Under a program focused on expanding apprenticeships, the AHIMA Foundation will receive a $4.9 million grant to fund the Managing the Talent Pipeline in Health Information apprenticeship program. This program will target 1,200 recent college graduates and working learners, providing on-ramps to healthcare data management careers. The AHIMA Foundation is the philanthropic arm of the American Health Information Management Association (AHIMA).
The grant awarded to the AHIMA Foundation by the U.S. Department of Labor and announced by President Obama on Sept. 9 in Warren, Mich., will allow the AHIMA Foundation to work with employers ranging from Kaiser to the Seattle Children’s Hospital using a competency based, on-the-job apprenticeship training program in healthcare informatics.
A unique aspect of the program is to develop a track to help individuals with high-functioning autism spectrum disorders apprentice in medical coding.
“We’re honored to have the opportunity to help so many qualified people find a role in health information management,” said William Rudman PhD, RHIA, executive director of the AHIMA Foundation and AHIMA vice president of education visioning. “This program benefits not only our participants, but also the healthcare industry across the country that will have well-qualified employees to meet the increasing needs for health information.”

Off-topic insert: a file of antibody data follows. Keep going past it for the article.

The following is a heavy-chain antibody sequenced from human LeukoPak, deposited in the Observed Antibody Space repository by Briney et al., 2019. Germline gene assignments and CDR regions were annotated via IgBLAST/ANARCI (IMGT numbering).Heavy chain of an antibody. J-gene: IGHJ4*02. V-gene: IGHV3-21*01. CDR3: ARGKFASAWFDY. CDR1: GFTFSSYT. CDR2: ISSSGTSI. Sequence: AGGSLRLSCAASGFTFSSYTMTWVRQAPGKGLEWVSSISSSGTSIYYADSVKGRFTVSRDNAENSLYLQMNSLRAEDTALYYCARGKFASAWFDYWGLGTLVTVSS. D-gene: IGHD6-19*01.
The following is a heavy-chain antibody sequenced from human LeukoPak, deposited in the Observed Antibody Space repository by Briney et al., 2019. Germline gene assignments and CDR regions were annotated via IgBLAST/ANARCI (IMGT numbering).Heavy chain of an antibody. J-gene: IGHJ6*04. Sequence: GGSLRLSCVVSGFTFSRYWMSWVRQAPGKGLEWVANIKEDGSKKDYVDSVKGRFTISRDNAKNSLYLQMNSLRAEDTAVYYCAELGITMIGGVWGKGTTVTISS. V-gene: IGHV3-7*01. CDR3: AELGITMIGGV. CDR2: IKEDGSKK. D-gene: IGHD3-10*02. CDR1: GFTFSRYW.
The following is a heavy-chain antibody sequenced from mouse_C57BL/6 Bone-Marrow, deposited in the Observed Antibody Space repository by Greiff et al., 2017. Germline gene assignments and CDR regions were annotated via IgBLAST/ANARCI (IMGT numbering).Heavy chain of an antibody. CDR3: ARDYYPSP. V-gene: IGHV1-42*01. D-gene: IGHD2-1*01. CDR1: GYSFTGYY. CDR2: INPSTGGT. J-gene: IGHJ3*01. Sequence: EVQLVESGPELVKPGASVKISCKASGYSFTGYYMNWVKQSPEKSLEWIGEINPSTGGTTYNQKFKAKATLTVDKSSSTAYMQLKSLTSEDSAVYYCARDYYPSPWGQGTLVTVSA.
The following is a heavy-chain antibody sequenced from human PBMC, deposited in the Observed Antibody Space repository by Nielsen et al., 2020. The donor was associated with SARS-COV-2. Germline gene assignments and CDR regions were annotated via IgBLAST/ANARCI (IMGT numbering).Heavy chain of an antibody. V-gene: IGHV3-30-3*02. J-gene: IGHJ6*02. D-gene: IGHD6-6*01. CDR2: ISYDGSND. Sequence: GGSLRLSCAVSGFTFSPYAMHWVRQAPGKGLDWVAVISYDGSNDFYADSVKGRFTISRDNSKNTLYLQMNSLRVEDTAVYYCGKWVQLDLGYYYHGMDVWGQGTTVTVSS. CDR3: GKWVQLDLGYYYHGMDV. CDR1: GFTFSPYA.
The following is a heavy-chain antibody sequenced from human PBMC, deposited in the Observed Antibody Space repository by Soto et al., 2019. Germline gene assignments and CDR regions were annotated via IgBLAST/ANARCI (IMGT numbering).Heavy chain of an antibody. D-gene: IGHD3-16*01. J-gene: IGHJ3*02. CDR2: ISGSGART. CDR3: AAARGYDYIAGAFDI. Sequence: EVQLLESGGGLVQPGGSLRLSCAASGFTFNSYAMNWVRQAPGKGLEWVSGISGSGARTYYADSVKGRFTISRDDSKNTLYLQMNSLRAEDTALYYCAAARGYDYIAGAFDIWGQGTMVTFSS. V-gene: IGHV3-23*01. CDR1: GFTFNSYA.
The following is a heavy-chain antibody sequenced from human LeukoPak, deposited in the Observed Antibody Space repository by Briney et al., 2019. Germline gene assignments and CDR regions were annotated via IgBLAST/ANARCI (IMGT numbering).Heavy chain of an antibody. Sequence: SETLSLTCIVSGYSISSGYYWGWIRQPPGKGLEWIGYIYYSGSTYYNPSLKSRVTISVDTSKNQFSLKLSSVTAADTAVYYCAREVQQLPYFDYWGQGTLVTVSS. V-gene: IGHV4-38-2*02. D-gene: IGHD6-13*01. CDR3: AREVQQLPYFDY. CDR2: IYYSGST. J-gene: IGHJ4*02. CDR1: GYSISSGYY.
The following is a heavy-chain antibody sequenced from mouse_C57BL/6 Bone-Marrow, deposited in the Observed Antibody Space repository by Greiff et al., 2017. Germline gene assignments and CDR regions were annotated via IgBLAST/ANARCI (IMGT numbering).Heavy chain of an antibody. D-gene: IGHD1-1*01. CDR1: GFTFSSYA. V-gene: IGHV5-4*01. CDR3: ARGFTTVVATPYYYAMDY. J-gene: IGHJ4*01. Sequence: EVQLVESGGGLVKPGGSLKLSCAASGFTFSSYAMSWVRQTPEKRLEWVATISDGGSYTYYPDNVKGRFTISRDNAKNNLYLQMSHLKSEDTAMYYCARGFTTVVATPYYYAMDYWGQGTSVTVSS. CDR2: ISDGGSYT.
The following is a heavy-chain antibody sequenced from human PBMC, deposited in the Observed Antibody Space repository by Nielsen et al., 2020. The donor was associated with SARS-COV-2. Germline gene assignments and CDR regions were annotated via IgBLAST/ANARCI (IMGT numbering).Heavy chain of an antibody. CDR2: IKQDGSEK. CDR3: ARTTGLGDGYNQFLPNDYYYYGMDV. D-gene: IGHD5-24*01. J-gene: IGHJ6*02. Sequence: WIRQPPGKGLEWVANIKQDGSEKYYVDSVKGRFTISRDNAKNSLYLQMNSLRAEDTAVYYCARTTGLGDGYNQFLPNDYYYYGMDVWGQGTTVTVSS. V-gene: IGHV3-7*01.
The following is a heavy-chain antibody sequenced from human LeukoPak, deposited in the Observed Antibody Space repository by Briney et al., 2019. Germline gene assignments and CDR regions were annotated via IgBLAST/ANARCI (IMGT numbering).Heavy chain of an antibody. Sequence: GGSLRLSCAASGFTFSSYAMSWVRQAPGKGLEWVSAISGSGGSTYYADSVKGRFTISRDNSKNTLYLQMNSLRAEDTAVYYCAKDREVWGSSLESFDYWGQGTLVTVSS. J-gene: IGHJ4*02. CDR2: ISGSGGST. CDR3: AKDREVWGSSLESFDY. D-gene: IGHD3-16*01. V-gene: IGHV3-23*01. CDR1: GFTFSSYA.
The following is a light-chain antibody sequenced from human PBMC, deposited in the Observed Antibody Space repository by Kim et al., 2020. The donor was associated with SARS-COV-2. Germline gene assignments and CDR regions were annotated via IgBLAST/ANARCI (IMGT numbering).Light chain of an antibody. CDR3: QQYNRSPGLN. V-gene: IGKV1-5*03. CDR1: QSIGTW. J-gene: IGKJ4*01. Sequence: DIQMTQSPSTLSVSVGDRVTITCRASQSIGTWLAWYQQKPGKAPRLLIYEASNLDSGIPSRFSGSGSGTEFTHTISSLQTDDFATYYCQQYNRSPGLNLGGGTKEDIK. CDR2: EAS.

The Managing the Talent Pipeline program is accepting applications for both employer sponsors and potential apprentices at ahimafoundation.org.
“Health information management is a growing field with good-paying jobs,” said AHIMA CEO Lynne Thomas Gordon, MBA, RHIA, CAE, FACHE, FAHIMA. “The Managing the Talent Pipeline program is a critical initiative in helping meet the demand for health information where and when it’s needed so patients and healthcare providers are empowered to make enlightened decisions.”
The Foundation’s grant is part of the $175 million being given through the American Apprenticeship Grants program to 46 public-private partnerships of employers, organized labor, nonprofits, local governments, and educational institutions to expand apprenticeships. The grantees have pledged to train and hire more than 34,000 new apprentices in high-growth and high-tech industries including healthcare, IT and advanced manufacturing over the next five years. #